Home > Java > Paginating Lucene Search Results

Paginating Lucene Search Results

Most search results are returned to users in a paginated form. In other words, only X results are shown to the user on a single page and the user has a way to navigate to the next X results.

Let’s use Google as an example. By default, you are shown the first 10 best results matching your query. At the bottom of the page, there are numbered links representing the corresponding pages of the search results. Clicking on “3” gives you the 3rd page of results. With a page size of 10, the results shown are 21 -30.

Searching for “lucene” at Google, it responds with
“Results 1 – 10 of about 2,440,000 for lucene. (0.33 seconds)”

Imagine if Google did not use pagination and instead returned everything to you at once on a single page! That would be a very large page and take a very long time to load.

If you use Lucene, you too can present your search results in a paginated manner even though Lucene does not provide a direct way to do it in their API (2.4.1). Thanks to how Lucene is designed, it is very easy to implement.

In Lucene, when you perform a search you do not retrieve the actual documents immediately, instead you get an array of ranked pointers to the document matches. Specifically, the TopDocs object returned contains an array of ScoreDoc objects which contain the document IDs of the matching documents. They are ordered by decreasing relevancy to the user supplied search term, so the best matches are at the front. It is the call to the IndexSearcher object, specifically IndexSearcher.doc(docID), which pulls the document into memory. Lucene’s lazy loading of documents is very beneficial for pagination.

As we can see in the Lucene FAQ, the Lucene developers recommended approach to pagination is re-executing the search and navigating to the correct position in the ScoreDoc array.

As a result, pagination becomes a problem of finding the correct start position and end position in the ScoreDoc array.
Here is a paginated search:

Query query = qp.parse(searchTerm);
TopDocs hits = searcher.search(query, maxNumberOfResults);
ArrayLocation arrayLocation = paginator.calculateArrayLocation(hits.scoreDocs.length, pageNumber, pageSize);

for (int i = arrayLocation.getStart() - 1; i < arrayLocation.getEnd(); i++) {
	int docId = hits.scoreDocs[i].doc;

	//load the document
	Document doc = searcher.doc(docId);
	String filename = doc.get("filename");
	String contents =  doc.get(searchField);


Full source: SearchServiceImpl.java

Here are the details of calculating the locations in the ScoreDocs array:

public class Paginator {

	public ArrayLocation calculateArrayLocation(int totalHits, int pageNumber,
		int pageSize) {
		ArrayLocation al = new ArrayLocation();

		if (totalHits < 1 || pageNumber < 1 || pageSize < 1) {
			return al;

		int start= 1 + (pageNumber -1) * pageSize;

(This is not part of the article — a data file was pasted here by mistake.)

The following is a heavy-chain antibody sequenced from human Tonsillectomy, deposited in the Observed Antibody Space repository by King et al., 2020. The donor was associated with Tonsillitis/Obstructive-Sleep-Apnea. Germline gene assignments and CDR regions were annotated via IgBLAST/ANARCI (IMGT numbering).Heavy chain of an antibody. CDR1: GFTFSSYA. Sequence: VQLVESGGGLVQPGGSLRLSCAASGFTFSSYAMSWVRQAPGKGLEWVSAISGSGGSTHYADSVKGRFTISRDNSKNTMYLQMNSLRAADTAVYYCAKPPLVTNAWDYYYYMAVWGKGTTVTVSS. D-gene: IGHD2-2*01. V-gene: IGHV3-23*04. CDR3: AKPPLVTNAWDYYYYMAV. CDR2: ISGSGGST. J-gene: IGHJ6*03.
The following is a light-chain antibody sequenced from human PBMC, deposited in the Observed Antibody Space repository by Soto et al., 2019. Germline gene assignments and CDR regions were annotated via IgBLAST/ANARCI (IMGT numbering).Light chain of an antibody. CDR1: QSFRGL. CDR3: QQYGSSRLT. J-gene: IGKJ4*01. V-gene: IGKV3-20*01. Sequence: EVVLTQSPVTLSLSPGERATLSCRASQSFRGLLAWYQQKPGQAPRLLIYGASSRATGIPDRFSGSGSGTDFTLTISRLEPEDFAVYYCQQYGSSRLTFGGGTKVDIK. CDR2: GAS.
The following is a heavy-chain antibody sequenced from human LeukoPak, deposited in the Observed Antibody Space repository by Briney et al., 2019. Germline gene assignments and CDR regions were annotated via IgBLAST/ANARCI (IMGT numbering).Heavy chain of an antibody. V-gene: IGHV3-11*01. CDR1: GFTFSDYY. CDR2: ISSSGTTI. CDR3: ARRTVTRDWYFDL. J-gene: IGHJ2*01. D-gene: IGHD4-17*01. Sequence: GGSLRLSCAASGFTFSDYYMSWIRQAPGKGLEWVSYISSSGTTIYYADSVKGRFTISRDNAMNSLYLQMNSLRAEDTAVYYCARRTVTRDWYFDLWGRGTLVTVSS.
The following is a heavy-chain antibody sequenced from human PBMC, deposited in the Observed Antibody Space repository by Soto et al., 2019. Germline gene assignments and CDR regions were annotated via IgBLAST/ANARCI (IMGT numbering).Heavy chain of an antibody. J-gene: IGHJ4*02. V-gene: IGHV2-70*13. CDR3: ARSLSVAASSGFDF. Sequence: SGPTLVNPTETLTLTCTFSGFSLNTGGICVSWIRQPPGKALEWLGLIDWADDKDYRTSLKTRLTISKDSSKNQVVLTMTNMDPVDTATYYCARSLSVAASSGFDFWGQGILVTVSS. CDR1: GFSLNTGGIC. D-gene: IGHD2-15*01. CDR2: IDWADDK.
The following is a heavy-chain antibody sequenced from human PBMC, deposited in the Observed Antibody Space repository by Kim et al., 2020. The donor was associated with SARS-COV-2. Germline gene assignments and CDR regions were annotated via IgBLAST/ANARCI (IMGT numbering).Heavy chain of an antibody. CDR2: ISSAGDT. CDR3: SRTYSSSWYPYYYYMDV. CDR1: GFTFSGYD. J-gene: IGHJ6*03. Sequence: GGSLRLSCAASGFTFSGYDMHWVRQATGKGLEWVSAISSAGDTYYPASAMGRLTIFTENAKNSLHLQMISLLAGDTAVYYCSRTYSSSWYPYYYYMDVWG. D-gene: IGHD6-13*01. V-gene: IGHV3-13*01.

int end = Math.min(pageNumber * pageSize, totalHits);
		if (start > end) {
			start = Math.max(1, end - pageSize);

		return al;

Full source: Paginator.java

The majority of the time, your users will find what they need on the first page of search results since the matches most relevant to their search are returned at the top of the list. I think most people don’t look beyond the first few pages and instead revise their search terms if they don’t immediately see what they need.

The benefits of pagination include:

  • lower response time since fewer documents are processed on the server side
  • lower memory use since fewer documents are loaded
  • lower network use since the amount of data sent over the network to the client is reduced

The end result is a better user experience.

Here are some numbers to give you a general idea of the impact of pagination. It shows the same search being performed with and without pagination and its effect on response time. MaxResults is the argument passed to the IndexSearcher.search(query, maxresults) method which bounds the number of results returned.

Paginated MaxResults Number of Matches Response Time
Yes 500 500 5ms
No 500 500 186ms
Yes 1000 1000 5ms
No 1000 1000 415ms
Yes 5000 2110 5ms
No 5000 2110 1007ms
Categories: Java Tags: ,
  1. Burk
    March 29, 2010 at 11:59 pm

    Nick , ur stats are spot on & information regarding the pagination technique is worth appreciating . I would simply like to add value to the discussion by describing the pagination technique in a slightly different context.
    If u suppose the search results as hits , then these hits provide an iterator over the results, caching a fixed sized window of 200 hits (roughly – not sure of this number). When all of the docs in cache have been iterated over, the search is performed again, and the cache is populated with the next window of hits from the complete list of hits, if there are more hits available. In your case of 1M+ hits, the query would be re-executed 1M+/200 = 5K+ times!
    U can just chk out the below mentioned link and get to discover this fundamental

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